Reconnecting and Repairing After Parental Outbursts: A Guide for Central Coast Mothers

by LukeAdmin

By Alita Blanchard, Parent Coach

Like many parents, you may be coping with your own emotional pains, pandemic stress, anxiety, as well as a lack of support and village. You will inevitably crack some days and explode at your sweet child. Here is how to repair the disconnection on those tough days.

It would make absolute sense if you are at the end of your tether – impatient, overwhelmed, exhausted and, as such, your capacity to remain calm and connected is harder than ever.

The ongoing global pandemic is well and truly taking its toll. Many parents are in varying levels of stress and nervous systems are in an almost constant state of fight, flight or freeze.

All of this, on top of the everyday emotional experience of raising children, may have you in cycles of anger, sadness and disconnection. Every parent will “lose it” at their kids at some point – yell, scream, push, rage, ignore, threaten and punish.

What our children need

For children to thrive, they need to rest in the safety of a loving and connected relationship with their primary caregiver and feel the 4S’s of attachment – safe, seen, soothed and secure.

When you’ve had a tough day with your child, it can be easy to feel a lot of guilt and shame about how you have reacted to their often challenging behaviours.

The key to ensuring an ongoing secure and attuned connection on those tough days is to reconnect and repair the rupture.

This is so critical and it is what many parents missed out on as children. I have many mothers I work with that say “my parents never said sorry to me”. When you learn and practice this process of repair, you are not only modelling to your child how to do a true, healthy, connected apology (instead of some forced “say you’re sorry” that sadly is still expected of children), you are also healing parts of yourself that had never heard these repairs.

Ruptures are inevitable

A rupture is a break in connection with your child. Perhaps you yelled, screamed, ignored them, threatened them, said goodbye at daycare and left them crying, set a limit that upset them. This is life. It happens. You cannot meet your child’s every need, it is an impossibility.

A rupture without repair creates disconnection

If you don’t make a repair with your child, this creates a disconnection between you. Prolonged disconnection can lead to a low sense of self worth in the child, humiliation and shame.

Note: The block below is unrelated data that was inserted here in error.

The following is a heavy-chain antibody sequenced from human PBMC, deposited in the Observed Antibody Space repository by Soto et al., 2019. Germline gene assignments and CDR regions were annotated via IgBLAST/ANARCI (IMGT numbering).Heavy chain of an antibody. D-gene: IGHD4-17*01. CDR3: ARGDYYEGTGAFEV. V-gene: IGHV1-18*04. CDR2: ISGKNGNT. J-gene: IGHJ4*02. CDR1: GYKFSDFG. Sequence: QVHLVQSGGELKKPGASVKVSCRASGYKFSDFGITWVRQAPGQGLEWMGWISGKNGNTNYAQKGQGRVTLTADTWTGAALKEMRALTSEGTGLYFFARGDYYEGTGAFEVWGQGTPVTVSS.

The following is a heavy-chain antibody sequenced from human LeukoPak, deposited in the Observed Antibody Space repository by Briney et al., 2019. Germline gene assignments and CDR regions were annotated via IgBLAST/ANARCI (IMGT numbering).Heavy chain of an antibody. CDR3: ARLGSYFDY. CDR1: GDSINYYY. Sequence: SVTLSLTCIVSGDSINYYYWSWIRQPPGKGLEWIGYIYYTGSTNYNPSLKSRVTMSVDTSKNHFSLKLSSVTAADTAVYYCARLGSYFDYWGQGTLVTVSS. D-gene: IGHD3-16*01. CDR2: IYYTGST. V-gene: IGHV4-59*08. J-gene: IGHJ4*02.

A repair can be a simple practice

A repair is simply reconnecting with your child after an outburst, apologising, letting them know what was happening for you, what you should have done differently and letting them know you will try to do better next time.

You will need to calm and regulate yourself first

Lots of advice in the parenting space to find calm is simply “just take some deep breaths” but this doesn’t work for everyone, especially those with anxiety. Find what works for your nervous system as we all regulate our nervous systems differently. This alone can be quite a big journey of discovery.

  • Shake your hands as if shaking off anger
  • Breathe – focus on long slow exhales
  • Walk outside – slow down, notice nature, listen for sounds
  • Rub your finger along your lips
  • Tapping on your collar bone saying
  • “I am safe”
  • Music – sing or angry dance
  • Drink cold water or splash on face
  • Cry in your room
  • Scream into a pillow
  • Call a listening partner / empathy buddy

What a repair might sound like:

  • “I am sorry that I [yelled, screamed,
  • hurt] you.
  • I was feeling …[frustrated, tired,
  • rejected, unheard etc].
  • I should have….[taken space, gone outside, breathed, asked for some space].
  • I apologise for my behaviour. Would you like to share your feelings?”
  • Then just listen. Don’t justify or lecture. Just listen.

Why repairs can feel hard

  • You may find it hard to process your anger
  • You have deeper triggers and pain that need to be released
  • You have shame and/or fear (about what you did or what people might think of you)
  • No one said sorry to you as a child so you don’t think you should

Self compassion for when it’s all too hard.

This process can feel clunky and takes practice. Remember your humanity. Treat yourself as you would a good friend when it all gets hard. Self compassion is key, turn your kind words inwards to yourself.

And remember, no matter how tough the day got, or how bad the week seemingly was, YOU ARE ALWAYS ENOUGH.

Everything you are doing is enough.

Alita Blanchard helps mothers lessen the guilt and shame, release healthy anger, meet their own needs and build capacity for listening to their children’s feelings so they can feel more connected to themselves and their children. She creates a supportive space for mothers to feel heard and seen in the intensity of their motherhood journey.
Alita is a mother of 4 young boys (including a stillborn son Remy) on the NSW Central Coast. She is a trauma informed Conscious Parent Coach and Women’s Circle facilitator. She provides regular mothers circles, events, listening time and parent coaching programs – online and in person. Socials: @alitablanchardspace Email

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